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Friday, October 17, 2014

Australian troops denied entry into Iraq

Major General Craig Orme




Australia's 200 Special Forces are stuck in the United Arab Emirates. They've been there for over a month, waiting for the Iraqi government to give the okay to go onto Iraqi soil on an "advise and assist" basis.

Major General Craig Orme said "For us to put Ausralian troops in another country, we expect legal cover and indemnity so they won't be subject to local law but repatriated to be dealt with under our system."

The Iraqi Foreign Minister has given the impression that he doesn't want 200 Australian soldiers on Iraqi soil.  Britian has so far (officially) sent in 12 combat specialists who have teamed up with the Kurds and so has the US and Germany but they have taken a chance and gone in without the legal cover and indemnity of SOFAs.

Without the SOFA, if Australia went into battle and accidentally shot an Iraqi policeman, they could be arrested and jailed and we are not prepared to take that risk,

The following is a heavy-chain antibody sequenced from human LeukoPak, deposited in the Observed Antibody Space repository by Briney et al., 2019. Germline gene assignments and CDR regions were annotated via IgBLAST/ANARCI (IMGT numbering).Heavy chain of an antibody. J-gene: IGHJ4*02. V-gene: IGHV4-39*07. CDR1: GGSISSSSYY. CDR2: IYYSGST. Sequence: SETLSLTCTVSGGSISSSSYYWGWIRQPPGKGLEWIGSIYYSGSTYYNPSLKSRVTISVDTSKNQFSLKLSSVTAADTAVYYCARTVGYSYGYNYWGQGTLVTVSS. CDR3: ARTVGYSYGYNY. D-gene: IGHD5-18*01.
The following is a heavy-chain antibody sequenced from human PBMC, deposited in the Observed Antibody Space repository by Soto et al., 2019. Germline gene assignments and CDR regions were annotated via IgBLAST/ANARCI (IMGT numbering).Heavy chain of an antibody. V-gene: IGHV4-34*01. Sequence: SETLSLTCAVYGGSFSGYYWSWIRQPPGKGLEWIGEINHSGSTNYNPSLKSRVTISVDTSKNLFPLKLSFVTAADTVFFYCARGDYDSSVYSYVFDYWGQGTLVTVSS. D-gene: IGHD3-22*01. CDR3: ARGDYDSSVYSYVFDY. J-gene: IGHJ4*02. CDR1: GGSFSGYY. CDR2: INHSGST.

It could be that the Iraqi Foreign Minister is under pressure not to make the mistake of surrendering its sovereignty to foreign forces, and by allowing 200 Australian troops onto Iraqi soil, it could be seen as doing just that.

Meanwhile, any Australian citizen fighting with ISIS who is captured in Iraq will be hanged.  "We're supporting the Iraqi Security Forces, so if someone was detained on the battlefield, the Iraqis are managing that process" Major Orme said.

Iraq sentenced 42 convicted terrorists to death by hanging over two days and 26 on another day in January this year and it's likely that the 60 Australians fighting for ISIS will be either killed or captured on the battlefield.  And it won't be any good pleading with Australia to save them. 

President Obama has no intention of filling up Guantanamo Bay with untried terrorists, a mistake made by the Bush administration - he's made it very clear that this is Iraq's war and what they do with captured fighters is their business.

Iraq is a signatory to the Third Geneva Convention which states that prisoners are dealt with by the state and not by the troops who capture them.